• Yeah and that’s the problem, I don’t mind higher immigration only if it’s done properly, and what they’re doing now is not properly. We need to build some Bali style prisons and have tough penalties for crime like the rest of asia has. Look how recent immigrations working out in Melbourne! Until the govt gets properly tough on crime which they never will, i don’t want no third world scum coming to my city and country raping our girls and tormenting the public with violent crimes while getting away with it. I blame the govt not the perpetrators for this

    • The main problem is that the new arrivals immediately require the full complement of infrastructure up front, which is running at about $100,000 per person, according to Jane O’Sullivan, who has written extensively on these issues. This is just for public infrastructure. If your electricity utility raises rates to pay for more poles and wires, you pay for it too. Assuming that infrastructure has an average lifespan of 50 years, then a country with a stable population would need to spend every year around 2% of the cost of building the infrastructure in the first place, just to keep up. If your population is growing at 2%, then what you have to spend doubles. It is actually worse here, because all the development is in a few big cities, and retrofitting infrastructure in built up areas is very expensive. The politicians are letting the infrastructure deteriorate because it would be politically impossible to raise taxes sufficiently on existing residents, who, after all, are not going to see any improvement.

      This doesn’t even consider loss of amenity through overcrowding and congestion, pressure on the environment, or dilution of our natural resource base.

      • SchillersMEMBER

        Beautifully articulated Tania and spot on. The running down of public infrastructure on a per capita basis has been happening for years. It’s an absolute disgrace. On any metric, politicians of all persuasions at all levels of government have failed to deliver the key infrastructure necessary to keep up with rampant population growth, due primarily to a rapid mass migration program that is wilful, culpable and bordering on the insane.
        Yet listen to them crow about how many more $ they are spending in this area and that area. And the pathetic mainstream press (especially the ABC) just let them get away with it, unchallenged and not held to account.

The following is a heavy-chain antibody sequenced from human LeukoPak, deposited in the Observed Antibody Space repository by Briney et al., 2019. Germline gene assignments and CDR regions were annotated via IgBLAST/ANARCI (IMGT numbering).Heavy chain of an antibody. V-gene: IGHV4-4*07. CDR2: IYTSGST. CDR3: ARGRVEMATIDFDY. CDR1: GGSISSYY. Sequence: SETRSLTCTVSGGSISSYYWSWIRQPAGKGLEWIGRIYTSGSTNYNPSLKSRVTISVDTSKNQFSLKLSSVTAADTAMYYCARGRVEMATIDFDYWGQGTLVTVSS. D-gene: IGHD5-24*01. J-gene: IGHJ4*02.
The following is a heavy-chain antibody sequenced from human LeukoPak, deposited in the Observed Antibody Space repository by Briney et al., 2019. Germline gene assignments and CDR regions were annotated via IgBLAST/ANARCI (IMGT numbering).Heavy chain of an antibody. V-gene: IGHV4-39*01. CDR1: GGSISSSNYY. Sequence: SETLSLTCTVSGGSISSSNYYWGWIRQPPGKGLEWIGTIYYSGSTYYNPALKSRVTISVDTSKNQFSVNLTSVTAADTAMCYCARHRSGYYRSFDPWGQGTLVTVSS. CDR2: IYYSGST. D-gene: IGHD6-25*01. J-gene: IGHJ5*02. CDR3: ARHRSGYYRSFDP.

6. proofreadersMEMBER

    MB’s pleadings on reducing immigration would seem to be “dead, buried and cremated”, because if the government privatises aspects of the visa system it is going to have to effectively guarantee the private sector operator a large and growing customer base.
    Also, once the system is privatised by the LNP, Labor will likewise have an excuse to keep the immigration floodgates open.

  7. Yes and no. Call centre is not really an issue.
    The question becomes legal decision making and integrity – ie do non APS staff working in a private setting effectively have the delegation?

    Further, most visas are tourist/ETA visas which are already largely automated so no real change there. Not a fan at all of this move however, there’s a slew of bureaucracies we can get rid of but immigration should be one of the few that should not be touched.

  8. And then we will find out Indians working in the call centre have been giving preferential treatment to Indians wanting to migrate to Australia. But probably not through an ABC / The Age joint expose.

  9. St JacquesMEMBER

    And here I was thinking that border control was a core government function….apparently not.

    The LNP incentivising corruption – with great Australian patriots like that, who needs enemies?

  10. St JacquesMEMBER

    Just think of the massive creative potential for rorting the system at corporate, managerial and even worker level. Now this is the sort of innovation we lead the world in..

  11. Quick check of the 7 deadly sins of outsourcing and I’m under no illusion that after past performances, all 7 have not merely been broken, they’ve been fckn smashed.

  12. I don’t need no arms around me
    And I don’t need no drugs to calm me
    I have seen the writing on the wall
    Don’t think I’ll need anything at all
    No, don’t think I’ll need anything at all
    All in all it was all just bricks in the wall
    All in all you were all just bricks in the wall